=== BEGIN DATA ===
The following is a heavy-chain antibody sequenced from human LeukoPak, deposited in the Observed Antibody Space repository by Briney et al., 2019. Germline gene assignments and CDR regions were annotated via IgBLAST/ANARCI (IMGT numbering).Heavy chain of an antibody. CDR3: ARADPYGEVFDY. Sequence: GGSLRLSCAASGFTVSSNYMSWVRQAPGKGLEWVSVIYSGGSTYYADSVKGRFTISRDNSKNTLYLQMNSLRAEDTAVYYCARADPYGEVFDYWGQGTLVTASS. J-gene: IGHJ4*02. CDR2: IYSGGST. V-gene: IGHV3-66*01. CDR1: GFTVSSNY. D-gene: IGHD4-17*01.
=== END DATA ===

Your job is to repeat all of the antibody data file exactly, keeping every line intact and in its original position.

The following is a heavy-chain antibody sequenced from human LeukoPak, deposited in the Observed Antibody Space repository by Briney et al., 2019. Germline gene assignments and CDR regions were annotated via IgBLAST/ANARCI (IMGT numbering).Heavy chain of an antibody. CDR3: ARADPYGEVFDY. Sequence: GGSLRLSCAASGFTVSSNYMSWVRQAPGKGLEWVSVIYSGGSTYYADSVKGRFTISRDNSKNTLYLQMNSLRAEDTAVYYCARADPYGEVFDYWGQGTLVTASS. J-gene: IGHJ4*02. CDR2: IYSGGST. V-gene: IGHV3-66*01. CDR1: GFTVSSNY. D-gene: IGHD4-17*01.